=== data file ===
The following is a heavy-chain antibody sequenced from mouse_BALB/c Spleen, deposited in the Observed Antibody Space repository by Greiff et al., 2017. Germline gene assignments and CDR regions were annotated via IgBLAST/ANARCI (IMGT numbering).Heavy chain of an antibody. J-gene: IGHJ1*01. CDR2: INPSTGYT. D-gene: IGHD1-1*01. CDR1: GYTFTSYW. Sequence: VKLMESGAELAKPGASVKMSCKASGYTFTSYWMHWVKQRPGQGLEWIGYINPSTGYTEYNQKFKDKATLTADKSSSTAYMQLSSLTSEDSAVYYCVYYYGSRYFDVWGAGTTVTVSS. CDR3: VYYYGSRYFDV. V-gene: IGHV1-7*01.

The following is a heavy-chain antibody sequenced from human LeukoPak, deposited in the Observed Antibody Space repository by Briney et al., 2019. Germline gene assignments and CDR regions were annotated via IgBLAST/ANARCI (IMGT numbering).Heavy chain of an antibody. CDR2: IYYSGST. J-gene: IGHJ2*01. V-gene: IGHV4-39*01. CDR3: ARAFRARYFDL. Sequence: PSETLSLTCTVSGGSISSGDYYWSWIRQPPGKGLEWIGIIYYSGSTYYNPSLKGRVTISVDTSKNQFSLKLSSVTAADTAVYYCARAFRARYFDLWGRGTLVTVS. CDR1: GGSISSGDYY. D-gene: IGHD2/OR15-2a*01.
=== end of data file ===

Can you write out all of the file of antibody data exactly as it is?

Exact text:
The following is a heavy-chain antibody sequenced from mouse_BALB/c Spleen, deposited in the Observed Antibody Space repository by Greiff et al., 2017. Germline gene assignments and CDR regions were annotated via IgBLAST/ANARCI (IMGT numbering).Heavy chain of an antibody. J-gene: IGHJ1*01. CDR2: INPSTGYT. D-gene: IGHD1-1*01. CDR1: GYTFTSYW. Sequence: VKLMESGAELAKPGASVKMSCKASGYTFTSYWMHWVKQRPGQGLEWIGYINPSTGYTEYNQKFKDKATLTADKSSSTAYMQLSSLTSEDSAVYYCVYYYGSRYFDVWGAGTTVTVSS. CDR3: VYYYGSRYFDV. V-gene: IGHV1-7*01.

The following is a heavy-chain antibody sequenced from human LeukoPak, deposited in the Observed Antibody Space repository by Briney et al., 2019. Germline gene assignments and CDR regions were annotated via IgBLAST/ANARCI (IMGT numbering).Heavy chain of an antibody. CDR2: IYYSGST. J-gene: IGHJ2*01. V-gene: IGHV4-39*01. CDR3: ARAFRARYFDL. Sequence: PSETLSLTCTVSGGSISSGDYYWSWIRQPPGKGLEWIGIIYYSGSTYYNPSLKGRVTISVDTSKNQFSLKLSSVTAADTAVYYCARAFRARYFDLWGRGTLVTVS. CDR1: GGSISSGDYY. D-gene: IGHD2/OR15-2a*01.